FRANKLIN COUNTY, Maine — The Maine CDC has confirmed a case of the COVID-19 variant in Maine. The B.1.1.7 variant, which originated in the United Kingdom, was detected in a Franklin County resident who has recently traveled internationally, the Maine CDC said.
This is the first case of the variant in Maine; 932 cases of the variant have been detected in 34 other U.S. states.
The Maine CDC explains that the individual recently tested positive for COVID-19 and a sample was sent to an independent laboratory as part of Maine CDC’s process to identify potential COVID-19 variants. The Maine CDC was notified of the results Wednesday morning.
The Maine CDC said in a release that the individual and other household members who tested positive for COVID-19 are isolating. Maine CDC’s case investigation is ongoing, and close contacts are being identified and will be required to quarantine.
Maine CDC is in communication with the U.S. CDC about this case as it continues to track COVID-19 variants across states.
“We recognize the concern this case may cause, given that the B.1.1.7 variant appears to spread more easily,” Maine CDC Director Dr. Nirav D. Shah said in a release. “Given the number of cases already detected in other states, we expected the variant to arrive in Maine and have been on the lookout for it. It is more important than ever that Maine people remain vigilant in taking the steps that prevent the spread of COVID-19 – wearing face coverings, staying at least 6 feet apart, avoiding gatherings, and washing hands frequently.”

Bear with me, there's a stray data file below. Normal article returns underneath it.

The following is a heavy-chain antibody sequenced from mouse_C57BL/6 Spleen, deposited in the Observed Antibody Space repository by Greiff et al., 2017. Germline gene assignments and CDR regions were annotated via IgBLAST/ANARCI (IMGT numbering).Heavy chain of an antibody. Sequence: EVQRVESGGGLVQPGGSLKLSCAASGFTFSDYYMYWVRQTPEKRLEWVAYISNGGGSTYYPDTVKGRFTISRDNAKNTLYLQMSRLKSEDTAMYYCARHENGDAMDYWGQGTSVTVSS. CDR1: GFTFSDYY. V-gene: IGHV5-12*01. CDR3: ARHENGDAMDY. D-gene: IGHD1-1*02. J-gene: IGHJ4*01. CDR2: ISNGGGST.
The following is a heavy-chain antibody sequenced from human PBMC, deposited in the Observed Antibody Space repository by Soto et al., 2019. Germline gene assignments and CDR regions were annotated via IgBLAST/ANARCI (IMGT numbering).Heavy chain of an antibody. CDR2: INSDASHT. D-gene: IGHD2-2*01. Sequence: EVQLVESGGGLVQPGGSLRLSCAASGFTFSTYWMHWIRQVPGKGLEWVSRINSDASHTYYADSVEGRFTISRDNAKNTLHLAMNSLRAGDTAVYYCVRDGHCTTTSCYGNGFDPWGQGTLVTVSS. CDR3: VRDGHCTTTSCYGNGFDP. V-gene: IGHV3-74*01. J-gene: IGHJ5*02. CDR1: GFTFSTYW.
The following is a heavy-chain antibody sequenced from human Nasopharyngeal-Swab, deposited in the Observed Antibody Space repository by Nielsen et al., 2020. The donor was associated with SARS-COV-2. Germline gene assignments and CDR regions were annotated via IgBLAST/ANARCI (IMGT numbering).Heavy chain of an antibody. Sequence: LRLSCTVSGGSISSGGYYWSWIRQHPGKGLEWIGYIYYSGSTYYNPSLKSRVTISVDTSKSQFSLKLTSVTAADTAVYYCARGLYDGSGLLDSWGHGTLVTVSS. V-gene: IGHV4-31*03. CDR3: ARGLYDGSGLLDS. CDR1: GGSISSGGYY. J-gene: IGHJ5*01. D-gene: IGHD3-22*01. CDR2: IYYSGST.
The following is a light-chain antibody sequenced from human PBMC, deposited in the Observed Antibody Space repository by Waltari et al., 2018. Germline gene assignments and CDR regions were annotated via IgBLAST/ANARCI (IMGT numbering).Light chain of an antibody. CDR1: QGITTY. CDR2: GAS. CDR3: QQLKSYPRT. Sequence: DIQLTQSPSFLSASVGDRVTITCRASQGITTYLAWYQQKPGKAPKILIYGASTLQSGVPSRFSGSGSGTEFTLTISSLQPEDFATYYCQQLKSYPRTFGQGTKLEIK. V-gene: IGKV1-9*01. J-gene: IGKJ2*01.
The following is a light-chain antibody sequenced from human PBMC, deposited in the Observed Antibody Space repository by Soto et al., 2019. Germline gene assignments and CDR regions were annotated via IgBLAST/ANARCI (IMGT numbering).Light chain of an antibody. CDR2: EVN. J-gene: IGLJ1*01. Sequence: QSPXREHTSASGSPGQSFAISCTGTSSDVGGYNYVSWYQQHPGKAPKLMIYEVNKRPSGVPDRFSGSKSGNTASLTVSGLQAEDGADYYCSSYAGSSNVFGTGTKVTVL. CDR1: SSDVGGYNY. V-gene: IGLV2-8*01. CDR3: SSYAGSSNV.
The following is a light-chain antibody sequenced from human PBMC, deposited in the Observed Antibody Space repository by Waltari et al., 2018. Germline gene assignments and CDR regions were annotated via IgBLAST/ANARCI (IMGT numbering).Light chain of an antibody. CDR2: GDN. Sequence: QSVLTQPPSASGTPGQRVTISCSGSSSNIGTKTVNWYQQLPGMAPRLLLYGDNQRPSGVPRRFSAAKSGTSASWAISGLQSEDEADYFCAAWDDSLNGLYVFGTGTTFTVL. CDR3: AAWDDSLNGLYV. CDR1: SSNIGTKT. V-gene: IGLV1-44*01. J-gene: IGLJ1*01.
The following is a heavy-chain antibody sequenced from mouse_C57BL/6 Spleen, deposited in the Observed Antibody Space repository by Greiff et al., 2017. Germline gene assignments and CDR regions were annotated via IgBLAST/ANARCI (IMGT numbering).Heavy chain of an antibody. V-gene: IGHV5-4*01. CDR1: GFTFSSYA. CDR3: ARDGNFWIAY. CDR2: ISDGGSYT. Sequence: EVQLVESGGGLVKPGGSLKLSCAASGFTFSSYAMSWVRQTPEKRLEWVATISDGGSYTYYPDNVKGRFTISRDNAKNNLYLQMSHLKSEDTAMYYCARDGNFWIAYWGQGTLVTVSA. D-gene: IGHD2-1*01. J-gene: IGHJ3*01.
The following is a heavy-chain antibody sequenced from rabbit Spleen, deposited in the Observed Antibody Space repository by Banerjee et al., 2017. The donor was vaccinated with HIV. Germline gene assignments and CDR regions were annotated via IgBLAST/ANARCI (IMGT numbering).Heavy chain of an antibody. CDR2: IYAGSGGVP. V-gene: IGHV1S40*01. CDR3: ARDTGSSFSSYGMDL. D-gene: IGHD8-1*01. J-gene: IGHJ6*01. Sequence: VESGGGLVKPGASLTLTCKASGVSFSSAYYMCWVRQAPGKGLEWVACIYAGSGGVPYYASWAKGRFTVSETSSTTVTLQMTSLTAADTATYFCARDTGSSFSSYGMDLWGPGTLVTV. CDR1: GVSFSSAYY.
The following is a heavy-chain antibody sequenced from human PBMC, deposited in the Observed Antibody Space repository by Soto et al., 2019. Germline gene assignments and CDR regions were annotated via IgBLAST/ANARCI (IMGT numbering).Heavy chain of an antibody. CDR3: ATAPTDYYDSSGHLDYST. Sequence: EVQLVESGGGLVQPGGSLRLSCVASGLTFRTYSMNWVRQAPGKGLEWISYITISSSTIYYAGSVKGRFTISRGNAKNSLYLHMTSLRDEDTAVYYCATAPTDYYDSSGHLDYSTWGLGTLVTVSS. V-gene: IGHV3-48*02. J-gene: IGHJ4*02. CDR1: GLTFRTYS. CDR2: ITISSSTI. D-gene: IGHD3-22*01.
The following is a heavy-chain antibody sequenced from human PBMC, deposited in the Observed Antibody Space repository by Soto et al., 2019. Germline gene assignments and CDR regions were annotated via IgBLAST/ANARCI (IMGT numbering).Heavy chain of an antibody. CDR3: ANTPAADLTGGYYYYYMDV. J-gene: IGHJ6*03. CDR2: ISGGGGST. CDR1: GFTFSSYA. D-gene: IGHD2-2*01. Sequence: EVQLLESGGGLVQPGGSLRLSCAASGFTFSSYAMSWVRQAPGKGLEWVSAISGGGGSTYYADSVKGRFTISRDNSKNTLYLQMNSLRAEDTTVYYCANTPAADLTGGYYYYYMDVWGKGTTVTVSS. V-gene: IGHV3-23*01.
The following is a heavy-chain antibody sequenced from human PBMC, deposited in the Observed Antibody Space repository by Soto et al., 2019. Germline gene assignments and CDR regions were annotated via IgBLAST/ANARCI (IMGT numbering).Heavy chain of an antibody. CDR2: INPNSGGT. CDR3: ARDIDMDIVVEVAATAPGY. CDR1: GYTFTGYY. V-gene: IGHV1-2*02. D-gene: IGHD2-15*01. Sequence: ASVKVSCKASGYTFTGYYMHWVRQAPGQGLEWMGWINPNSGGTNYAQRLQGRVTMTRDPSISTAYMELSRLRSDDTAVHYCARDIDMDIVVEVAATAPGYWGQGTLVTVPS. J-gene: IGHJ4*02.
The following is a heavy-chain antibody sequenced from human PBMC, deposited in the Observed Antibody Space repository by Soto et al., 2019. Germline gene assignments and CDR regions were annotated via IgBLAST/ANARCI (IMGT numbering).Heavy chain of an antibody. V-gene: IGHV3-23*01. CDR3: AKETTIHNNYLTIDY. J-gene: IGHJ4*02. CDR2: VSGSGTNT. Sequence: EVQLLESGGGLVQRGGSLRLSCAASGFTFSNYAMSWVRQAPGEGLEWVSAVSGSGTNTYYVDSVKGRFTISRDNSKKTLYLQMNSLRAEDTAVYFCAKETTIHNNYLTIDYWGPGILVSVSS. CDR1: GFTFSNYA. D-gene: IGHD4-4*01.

The Maine CDC says testing for the B.1.1.7 variant and other variants has been ongoing in Maine in collaboration with clinical diagnostic laboratories, including The Jackson Laboratory and the U.S. CDC. Testing consists of conducting genomic sequencing on a portion of COVID-19 positive test samples in Maine.
Public health experts expect that existing COVID-19 diagnostic tests will continue to detect variants of the virus. Scientific evidence suggests that currently available vaccines are effective against the B.1.1.7 variant. Given the increased transmissibility of this variant and the number of states and other countries that have found cases, more cases may be identified in Maine, the Maine CDC said.
"Viruses constantly change through mutation, and new variants of a virus are expected to occur over time. Sometimes new variants emerge and disappear. Other times, new variants emerge and persist," the U.S. CDC explains.
According to the U.S. CDC, this variant is a more highly transmissible variant of SARS-CoV-2. It was first detected in the U.S. at the end of Dec. 2020.
In addition to the UK variant, there are two other variants circulating globally: one that was originally detected in South Africa in Oct. 2020, B. 1.351, and another found in Brazil, P.1.
The U.S. CDC says so far, studies suggest that antibodies generated through vaccination with currently authorized vaccines recognize these variants. This is being closely investigated and more studies are underway.
For more information about the B.1.1.7 variant from the U.S. CDC, click here.